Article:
Responsible Politics of the Neutral: Rethinking International Humanitarianism in the Red Cross Movement via the Philosophy of Roland Barthes


Abstract
The International Committee of the Red Cross offers a dilemma for international political theory. ICRC's success as a humanitarian actor in international conflict is credited to its neutral stance. However, ICRC neutrality is vulnerable to serious challenges regarding its supposed avoidance of the political. ICRC neutrality is commonly dismissed as either illusory or impossible. The problem is not grounded in the principle of neutrality itself, though, but rather in the lack of critical engagement with what it means to be neutral on a humanitarian register. ICRC misreads the demands of neutrality in such ways as to permit both partiality and irresponsibility to its mission. Drawing from Roland Barthes’ address of the neutral, I argue that international humanitarianism is possible as a neutral movement but that this neutrality can only be such through vigorous and fundamentally political movement responsible to the goals of human well-being and dignity as questions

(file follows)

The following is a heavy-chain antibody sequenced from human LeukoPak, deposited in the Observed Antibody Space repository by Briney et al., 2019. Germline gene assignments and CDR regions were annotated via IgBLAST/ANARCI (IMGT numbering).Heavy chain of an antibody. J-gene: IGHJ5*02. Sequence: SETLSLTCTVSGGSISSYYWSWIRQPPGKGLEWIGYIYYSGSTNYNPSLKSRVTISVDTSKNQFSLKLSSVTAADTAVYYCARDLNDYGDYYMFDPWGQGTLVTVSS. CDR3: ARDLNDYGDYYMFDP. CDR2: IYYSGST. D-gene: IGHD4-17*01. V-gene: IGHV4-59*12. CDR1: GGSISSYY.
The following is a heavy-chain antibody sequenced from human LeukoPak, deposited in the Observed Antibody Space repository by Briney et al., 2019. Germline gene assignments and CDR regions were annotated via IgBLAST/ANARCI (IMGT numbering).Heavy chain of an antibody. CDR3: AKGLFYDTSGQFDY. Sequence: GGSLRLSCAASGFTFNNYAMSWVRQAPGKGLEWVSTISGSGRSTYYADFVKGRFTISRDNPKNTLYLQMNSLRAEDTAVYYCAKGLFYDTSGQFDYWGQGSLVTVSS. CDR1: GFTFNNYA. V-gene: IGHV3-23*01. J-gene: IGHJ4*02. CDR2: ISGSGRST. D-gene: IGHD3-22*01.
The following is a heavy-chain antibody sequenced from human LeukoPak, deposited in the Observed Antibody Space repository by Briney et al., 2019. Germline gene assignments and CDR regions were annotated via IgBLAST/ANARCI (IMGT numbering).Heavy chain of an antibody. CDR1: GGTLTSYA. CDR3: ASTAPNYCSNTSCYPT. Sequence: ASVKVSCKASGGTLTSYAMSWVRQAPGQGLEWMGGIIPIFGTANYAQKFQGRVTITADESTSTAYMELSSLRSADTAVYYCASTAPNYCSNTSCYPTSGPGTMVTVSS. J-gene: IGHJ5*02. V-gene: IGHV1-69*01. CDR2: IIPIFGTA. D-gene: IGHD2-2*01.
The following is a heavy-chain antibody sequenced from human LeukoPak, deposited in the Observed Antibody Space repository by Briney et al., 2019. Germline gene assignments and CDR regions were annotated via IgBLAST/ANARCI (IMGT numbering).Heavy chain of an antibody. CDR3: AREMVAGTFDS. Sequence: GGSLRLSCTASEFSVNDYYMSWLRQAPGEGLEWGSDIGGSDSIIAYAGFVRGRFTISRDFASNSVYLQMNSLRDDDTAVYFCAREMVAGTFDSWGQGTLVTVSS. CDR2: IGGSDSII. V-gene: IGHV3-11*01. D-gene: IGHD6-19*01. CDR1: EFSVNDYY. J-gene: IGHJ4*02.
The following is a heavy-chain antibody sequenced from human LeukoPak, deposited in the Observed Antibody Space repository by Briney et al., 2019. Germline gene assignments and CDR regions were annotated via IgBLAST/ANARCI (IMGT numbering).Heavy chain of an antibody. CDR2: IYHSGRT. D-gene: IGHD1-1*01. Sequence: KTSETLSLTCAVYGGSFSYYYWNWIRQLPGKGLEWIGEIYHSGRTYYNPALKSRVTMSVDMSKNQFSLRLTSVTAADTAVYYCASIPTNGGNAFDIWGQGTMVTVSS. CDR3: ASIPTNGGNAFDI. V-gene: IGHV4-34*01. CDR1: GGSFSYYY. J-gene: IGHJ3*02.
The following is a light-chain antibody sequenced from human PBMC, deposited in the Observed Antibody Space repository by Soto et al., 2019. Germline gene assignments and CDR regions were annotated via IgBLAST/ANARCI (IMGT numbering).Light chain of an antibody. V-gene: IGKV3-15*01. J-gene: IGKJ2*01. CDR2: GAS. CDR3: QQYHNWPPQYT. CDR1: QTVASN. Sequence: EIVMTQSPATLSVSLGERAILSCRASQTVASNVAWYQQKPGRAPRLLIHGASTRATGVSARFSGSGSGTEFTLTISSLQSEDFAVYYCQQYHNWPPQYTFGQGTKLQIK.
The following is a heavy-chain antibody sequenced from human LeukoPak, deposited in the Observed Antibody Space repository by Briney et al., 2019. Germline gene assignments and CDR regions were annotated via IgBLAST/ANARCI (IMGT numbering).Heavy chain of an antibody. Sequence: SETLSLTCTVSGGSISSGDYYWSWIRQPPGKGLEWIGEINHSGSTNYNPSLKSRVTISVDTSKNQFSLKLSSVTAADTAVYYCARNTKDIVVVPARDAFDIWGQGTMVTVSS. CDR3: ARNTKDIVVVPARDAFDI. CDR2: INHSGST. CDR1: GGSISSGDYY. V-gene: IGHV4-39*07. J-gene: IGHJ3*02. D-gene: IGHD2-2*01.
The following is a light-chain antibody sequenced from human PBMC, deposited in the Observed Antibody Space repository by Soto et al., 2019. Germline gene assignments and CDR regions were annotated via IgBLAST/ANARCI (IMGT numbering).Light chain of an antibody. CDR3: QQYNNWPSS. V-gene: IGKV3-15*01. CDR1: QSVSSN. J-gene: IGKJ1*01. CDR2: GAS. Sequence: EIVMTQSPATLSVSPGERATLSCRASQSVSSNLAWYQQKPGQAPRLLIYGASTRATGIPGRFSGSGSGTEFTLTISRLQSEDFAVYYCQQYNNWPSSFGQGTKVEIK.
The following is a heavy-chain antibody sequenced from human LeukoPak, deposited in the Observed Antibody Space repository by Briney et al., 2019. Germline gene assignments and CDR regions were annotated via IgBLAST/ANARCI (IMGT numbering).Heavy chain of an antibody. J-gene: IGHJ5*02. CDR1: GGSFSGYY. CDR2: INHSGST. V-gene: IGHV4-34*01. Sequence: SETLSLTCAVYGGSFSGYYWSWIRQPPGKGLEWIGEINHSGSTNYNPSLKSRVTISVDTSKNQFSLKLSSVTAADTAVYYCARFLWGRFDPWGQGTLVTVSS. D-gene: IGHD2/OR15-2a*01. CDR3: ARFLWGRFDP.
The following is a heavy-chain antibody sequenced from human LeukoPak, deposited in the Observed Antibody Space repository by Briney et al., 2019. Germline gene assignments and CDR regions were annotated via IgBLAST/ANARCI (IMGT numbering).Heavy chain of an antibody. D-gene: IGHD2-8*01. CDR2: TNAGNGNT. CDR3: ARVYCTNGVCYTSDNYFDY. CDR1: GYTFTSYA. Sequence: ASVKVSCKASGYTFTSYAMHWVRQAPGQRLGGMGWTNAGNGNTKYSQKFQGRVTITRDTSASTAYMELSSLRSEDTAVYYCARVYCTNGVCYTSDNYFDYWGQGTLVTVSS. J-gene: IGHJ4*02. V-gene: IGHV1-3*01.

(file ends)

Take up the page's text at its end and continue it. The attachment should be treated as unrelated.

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DOI 10.3366/jipt.2010.0003
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Leviathan.Thomas Hobbes - 1651 - Harmondsworth, Penguin.
Kant: Political Writings.Immanuel Kant - 1991 - Cambridge University Press.
What is a Paradigm?Giorgio Agamben - 2009 - Filozofski Vestnik 30 (1):107-125.
Principles, Politics, and Humanitarian Action.Thomas G. Weiss - 1999 - Ethics and International Affairs 13:1–22.

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U9 Roland Barthes.Roland Barthes - 2007 - In Diarmuid Costello & Jonathan Vickery (eds.), Art: Key Contemporary Thinkers. Berg. pp. 149.

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